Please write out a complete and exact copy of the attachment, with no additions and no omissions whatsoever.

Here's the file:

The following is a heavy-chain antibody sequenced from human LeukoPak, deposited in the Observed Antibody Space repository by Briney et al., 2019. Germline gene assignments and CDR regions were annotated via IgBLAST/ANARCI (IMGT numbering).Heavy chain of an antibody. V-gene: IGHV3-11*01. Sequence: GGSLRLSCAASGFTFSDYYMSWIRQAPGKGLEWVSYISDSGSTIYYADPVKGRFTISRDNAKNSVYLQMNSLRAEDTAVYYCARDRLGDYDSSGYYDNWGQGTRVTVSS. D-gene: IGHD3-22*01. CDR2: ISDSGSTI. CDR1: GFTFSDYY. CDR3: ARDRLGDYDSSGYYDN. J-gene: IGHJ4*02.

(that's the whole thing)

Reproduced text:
The following is a heavy-chain antibody sequenced from human LeukoPak, deposited in the Observed Antibody Space repository by Briney et al., 2019. Germline gene assignments and CDR regions were annotated via IgBLAST/ANARCI (IMGT numbering).Heavy chain of an antibody. V-gene: IGHV3-11*01. Sequence: GGSLRLSCAASGFTFSDYYMSWIRQAPGKGLEWVSYISDSGSTIYYADPVKGRFTISRDNAKNSVYLQMNSLRAEDTAVYYCARDRLGDYDSSGYYDNWGQGTRVTVSS. D-gene: IGHD3-22*01. CDR2: ISDSGSTI. CDR1: GFTFSDYY. CDR3: ARDRLGDYDSSGYYDN. J-gene: IGHJ4*02.